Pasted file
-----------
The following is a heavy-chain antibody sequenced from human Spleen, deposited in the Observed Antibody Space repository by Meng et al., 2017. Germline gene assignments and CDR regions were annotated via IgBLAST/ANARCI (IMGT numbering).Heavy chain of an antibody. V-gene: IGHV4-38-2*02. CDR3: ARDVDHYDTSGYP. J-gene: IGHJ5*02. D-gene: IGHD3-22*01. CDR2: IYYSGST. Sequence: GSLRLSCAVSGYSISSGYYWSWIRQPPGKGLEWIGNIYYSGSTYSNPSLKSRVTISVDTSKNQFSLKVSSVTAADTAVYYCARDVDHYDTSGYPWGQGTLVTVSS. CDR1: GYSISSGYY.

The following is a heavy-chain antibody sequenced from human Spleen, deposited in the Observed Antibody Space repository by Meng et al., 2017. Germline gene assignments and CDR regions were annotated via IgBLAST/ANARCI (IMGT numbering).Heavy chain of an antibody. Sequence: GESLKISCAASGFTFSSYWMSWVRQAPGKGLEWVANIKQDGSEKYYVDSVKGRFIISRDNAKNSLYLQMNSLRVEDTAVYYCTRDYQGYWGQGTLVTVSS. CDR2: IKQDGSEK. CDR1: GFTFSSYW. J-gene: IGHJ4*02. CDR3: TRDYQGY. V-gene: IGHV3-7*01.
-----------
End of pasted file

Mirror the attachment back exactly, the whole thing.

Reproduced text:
The following is a heavy-chain antibody sequenced from human Spleen, deposited in the Observed Antibody Space repository by Meng et al., 2017. Germline gene assignments and CDR regions were annotated via IgBLAST/ANARCI (IMGT numbering).Heavy chain of an antibody. V-gene: IGHV4-38-2*02. CDR3: ARDVDHYDTSGYP. J-gene: IGHJ5*02. D-gene: IGHD3-22*01. CDR2: IYYSGST. Sequence: GSLRLSCAVSGYSISSGYYWSWIRQPPGKGLEWIGNIYYSGSTYSNPSLKSRVTISVDTSKNQFSLKVSSVTAADTAVYYCARDVDHYDTSGYPWGQGTLVTVSS. CDR1: GYSISSGYY.

The following is a heavy-chain antibody sequenced from human Spleen, deposited in the Observed Antibody Space repository by Meng et al., 2017. Germline gene assignments and CDR regions were annotated via IgBLAST/ANARCI (IMGT numbering).Heavy chain of an antibody. Sequence: GESLKISCAASGFTFSSYWMSWVRQAPGKGLEWVANIKQDGSEKYYVDSVKGRFIISRDNAKNSLYLQMNSLRVEDTAVYYCTRDYQGYWGQGTLVTVSS. CDR2: IKQDGSEK. CDR1: GFTFSSYW. J-gene: IGHJ4*02. CDR3: TRDYQGY. V-gene: IGHV3-7*01.